“Tender” by R.S. Belcher: Monster living among modern humanity need to eat, too. They can order their very specific meals through an app called Tender. The main character is the man who delivers the orders.

“That Final Touch of Salt” by Mia Moss: The narrator is the spirit of a child. A witch, Mirror, cursed the spirit and trapped her to a phial and now forces her to work for Mirror and her family. The poor little spirit tries to escape but in vain.

“Alien Capers” by Gini Koch: This story is set in Koch’s humorous SF world. Unfortunately, it doesn’t really introduce the characters. The main character is a journalist and for a short time he acts as a bodyguard to a 19-year old prince. They are on a planet where all the aliens look like apes but are intelligent. The narrator and the prince are caught holding the crown jewels of a lot of worlds. It all starts in a banquet.

“Magick on the Half Shell” by D.B. Jackson: A fantasy history story set in Boston in 1761. Ethan Kaille is a thieftaker. He can use magic so he often catches thieves who use magic themselves. Sephira Pryce is one of the leaders of Boston’s underworld and a very dangerous women. When she has an offer for Ethan, he’s suspicious.

“Apocalypse Chow” by Jason Palmatier: The apocalypse happened and most humans are dead. But two people are still left and they hate each other’s guts. For now, they must stick together for shelter and food.

“Six Sandwiches to Place Inside a Pentagram to Summon Me to Your Presence” by Gabriela Santiago: This story is six letterd from Elle to her younger brother Kam. They instruct him on how to make various sandwiches and also reminisce on the past, her own and their shared past.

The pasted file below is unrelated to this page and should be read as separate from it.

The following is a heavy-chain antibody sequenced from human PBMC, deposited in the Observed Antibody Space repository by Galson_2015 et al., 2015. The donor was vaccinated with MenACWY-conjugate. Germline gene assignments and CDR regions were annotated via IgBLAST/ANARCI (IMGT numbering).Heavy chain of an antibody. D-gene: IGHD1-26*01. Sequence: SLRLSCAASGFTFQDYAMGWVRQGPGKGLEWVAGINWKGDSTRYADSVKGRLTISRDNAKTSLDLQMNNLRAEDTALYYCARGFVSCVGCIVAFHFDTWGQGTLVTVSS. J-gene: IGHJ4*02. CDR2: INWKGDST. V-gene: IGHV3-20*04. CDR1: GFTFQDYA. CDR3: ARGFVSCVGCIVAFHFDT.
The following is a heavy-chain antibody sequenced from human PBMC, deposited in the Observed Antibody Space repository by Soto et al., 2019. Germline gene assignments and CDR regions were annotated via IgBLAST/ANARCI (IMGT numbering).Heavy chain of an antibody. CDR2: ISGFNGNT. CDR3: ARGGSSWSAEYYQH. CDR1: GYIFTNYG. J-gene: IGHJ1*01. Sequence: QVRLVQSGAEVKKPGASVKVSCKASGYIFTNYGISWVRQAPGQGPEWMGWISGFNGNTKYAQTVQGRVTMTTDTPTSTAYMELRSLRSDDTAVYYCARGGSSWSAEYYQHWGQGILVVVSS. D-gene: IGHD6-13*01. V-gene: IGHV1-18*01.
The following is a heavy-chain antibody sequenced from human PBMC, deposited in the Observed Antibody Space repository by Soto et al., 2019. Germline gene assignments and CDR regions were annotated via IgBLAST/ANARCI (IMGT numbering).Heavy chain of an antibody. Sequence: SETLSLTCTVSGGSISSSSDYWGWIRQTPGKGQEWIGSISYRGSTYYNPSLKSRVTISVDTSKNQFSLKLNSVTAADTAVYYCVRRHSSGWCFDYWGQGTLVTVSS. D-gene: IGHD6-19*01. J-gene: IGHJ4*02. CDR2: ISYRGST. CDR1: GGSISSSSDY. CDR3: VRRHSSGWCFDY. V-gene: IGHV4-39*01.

This was a fun collection which several funny stories mixed with more serious ones.

A stand-alone epic fantasy book.

Publication year: 2018
Format: Audio
Running time: 21 hours 44 minutes
Narrator: Caitlin Davies

This fantasy book has a lush, rich history and deep characters. The writing style is also lush and beautiful, much like in Carey’s Kushiel books. However, it doesn’t have any sex scenes, unlike the Kushiel books.

This is a world without stars: only one sun and three moons are on the sky. However, once the world had stars who were also gods. But the gods grew rebellious against the four original gods and were cast out. Now they live among humans and on occasion walk among humans. The world has also several cultures, some of them sea-fearing, other living in desert.

As long as he can remember, Khai has known his duty and his destiny. He was born at the same moment as the youngest member of the house of the Endless, Princess Zariya, and so he’ll train to become her bodyguard, her Shadow. He is reared among the Brotherhood of Pahrkun (the god of the Scouring Wind) who are warrior monks. When he, and the Princess, will turn sixteen he will journey to Zarkhum’s capital and start his duty. He will also then meet the Princess for the first time.